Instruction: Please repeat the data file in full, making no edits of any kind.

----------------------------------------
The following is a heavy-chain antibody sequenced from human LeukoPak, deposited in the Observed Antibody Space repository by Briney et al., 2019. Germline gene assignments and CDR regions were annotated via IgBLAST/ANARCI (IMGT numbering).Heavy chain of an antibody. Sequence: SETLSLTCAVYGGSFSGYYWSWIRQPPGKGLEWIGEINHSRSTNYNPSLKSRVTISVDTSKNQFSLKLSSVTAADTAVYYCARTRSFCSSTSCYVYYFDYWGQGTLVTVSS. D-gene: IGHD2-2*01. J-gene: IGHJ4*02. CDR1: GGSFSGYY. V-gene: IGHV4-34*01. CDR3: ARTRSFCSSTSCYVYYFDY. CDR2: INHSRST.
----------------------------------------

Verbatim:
The following is a heavy-chain antibody sequenced from human LeukoPak, deposited in the Observed Antibody Space repository by Briney et al., 2019. Germline gene assignments and CDR regions were annotated via IgBLAST/ANARCI (IMGT numbering).Heavy chain of an antibody. Sequence: SETLSLTCAVYGGSFSGYYWSWIRQPPGKGLEWIGEINHSRSTNYNPSLKSRVTISVDTSKNQFSLKLSSVTAADTAVYYCARTRSFCSSTSCYVYYFDYWGQGTLVTVSS. D-gene: IGHD2-2*01. J-gene: IGHJ4*02. CDR1: GGSFSGYY. V-gene: IGHV4-34*01. CDR3: ARTRSFCSSTSCYVYYFDY. CDR2: INHSRST.